16. Fino

    Fino Alex V.I.P Member

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    This paragraph makes me think you were never really autistic. Maybe it's just me. I don't know if anyone else will agree with me, but this is how it seems. What's off to me is:

    You give causes for all of your behavior.

    You said you felt different so you avoided social interactions, but I avoid social interactions because social interactions don't interest me. Which of these is autistic?

    You said you engaged in echolalia because you feared judgement. I do it because an irrepressible urge swells up inside me.

    You said you created a world in your head to avoid negative feelings from social interactions, but I believe autistic people do it because that's what comes naturally to them.

    You insisted on sameness and routines to cope with stress. I do it because I think that's the way it's supposed to be.

    You got distressed at small changes and had rigid thinking patterns to make the world simpler. I do this because that's the way I am and how I think.

    You had coping mechanisms, not autism.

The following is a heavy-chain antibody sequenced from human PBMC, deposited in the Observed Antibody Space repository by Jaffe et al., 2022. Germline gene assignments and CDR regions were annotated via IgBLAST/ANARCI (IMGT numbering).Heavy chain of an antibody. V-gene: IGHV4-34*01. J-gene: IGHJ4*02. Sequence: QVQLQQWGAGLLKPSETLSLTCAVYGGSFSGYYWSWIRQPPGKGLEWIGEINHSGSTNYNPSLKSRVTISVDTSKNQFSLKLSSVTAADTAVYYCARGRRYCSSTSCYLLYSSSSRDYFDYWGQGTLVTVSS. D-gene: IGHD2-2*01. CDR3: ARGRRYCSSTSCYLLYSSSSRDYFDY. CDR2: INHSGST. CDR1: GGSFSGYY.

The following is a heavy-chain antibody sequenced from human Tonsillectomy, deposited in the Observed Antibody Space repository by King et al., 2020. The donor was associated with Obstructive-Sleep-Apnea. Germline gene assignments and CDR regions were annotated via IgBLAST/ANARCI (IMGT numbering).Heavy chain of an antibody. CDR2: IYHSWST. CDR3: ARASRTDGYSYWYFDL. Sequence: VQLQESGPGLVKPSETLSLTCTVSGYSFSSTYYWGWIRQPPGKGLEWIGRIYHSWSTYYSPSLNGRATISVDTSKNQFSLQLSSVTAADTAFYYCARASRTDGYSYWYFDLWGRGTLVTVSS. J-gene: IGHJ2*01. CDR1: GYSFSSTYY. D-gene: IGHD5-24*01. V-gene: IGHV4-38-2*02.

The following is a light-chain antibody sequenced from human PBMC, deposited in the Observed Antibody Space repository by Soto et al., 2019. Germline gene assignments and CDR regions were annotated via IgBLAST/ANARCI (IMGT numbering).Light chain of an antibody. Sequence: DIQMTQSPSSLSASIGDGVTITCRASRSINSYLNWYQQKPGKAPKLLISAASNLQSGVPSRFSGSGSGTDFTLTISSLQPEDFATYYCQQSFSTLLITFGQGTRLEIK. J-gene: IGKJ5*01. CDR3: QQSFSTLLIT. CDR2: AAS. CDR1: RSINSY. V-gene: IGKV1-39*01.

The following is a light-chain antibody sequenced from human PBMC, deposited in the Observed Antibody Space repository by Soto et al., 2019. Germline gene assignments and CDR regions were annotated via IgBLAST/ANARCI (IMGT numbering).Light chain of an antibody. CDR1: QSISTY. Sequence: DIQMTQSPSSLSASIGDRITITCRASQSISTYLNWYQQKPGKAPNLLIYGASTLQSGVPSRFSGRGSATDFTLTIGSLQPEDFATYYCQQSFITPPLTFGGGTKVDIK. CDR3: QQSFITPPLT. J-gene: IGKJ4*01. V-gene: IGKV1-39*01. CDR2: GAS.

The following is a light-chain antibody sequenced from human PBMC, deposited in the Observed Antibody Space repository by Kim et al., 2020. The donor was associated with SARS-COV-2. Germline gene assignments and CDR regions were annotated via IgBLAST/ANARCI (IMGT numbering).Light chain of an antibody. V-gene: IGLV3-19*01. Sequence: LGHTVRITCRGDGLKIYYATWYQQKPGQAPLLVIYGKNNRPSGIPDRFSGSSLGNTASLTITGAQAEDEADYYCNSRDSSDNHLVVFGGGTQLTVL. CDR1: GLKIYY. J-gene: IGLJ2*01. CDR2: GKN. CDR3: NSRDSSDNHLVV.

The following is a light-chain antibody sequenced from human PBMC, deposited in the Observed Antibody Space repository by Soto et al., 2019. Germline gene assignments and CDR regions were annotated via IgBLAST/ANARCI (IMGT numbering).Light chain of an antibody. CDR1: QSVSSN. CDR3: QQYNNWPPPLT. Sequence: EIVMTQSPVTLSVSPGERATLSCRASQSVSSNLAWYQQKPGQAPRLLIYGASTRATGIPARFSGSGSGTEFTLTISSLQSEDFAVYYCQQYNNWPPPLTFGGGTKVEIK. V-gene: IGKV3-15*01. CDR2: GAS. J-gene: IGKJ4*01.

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  17. Fino

    Fino Alex V.I.P Member

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    The DSM criteria is not God. If you don't make the cut, that doesn't automatically mean you're not autistic.

    And the specific difference between them can't be stated. I don't know if the people born with autistic traits who never met the criteria are autistic or not. I don't know if someone is autistic. Typically only the people themselves know. Of course, anyone can decide they are no longer autistic. That's fine. But then it'd be quite odd to frequent an Autism forum.
     
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  18. Ezra

    Ezra Relax, it's just chaos.

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    Something based on self analysis does not really count for much. One can say becoming religious fixed their autism and I bet many have. One fellow on another autism site says giving himself probiotic enemas did the trick. I think in all these cases, whatever was applied, simply made the person feel better and cope better.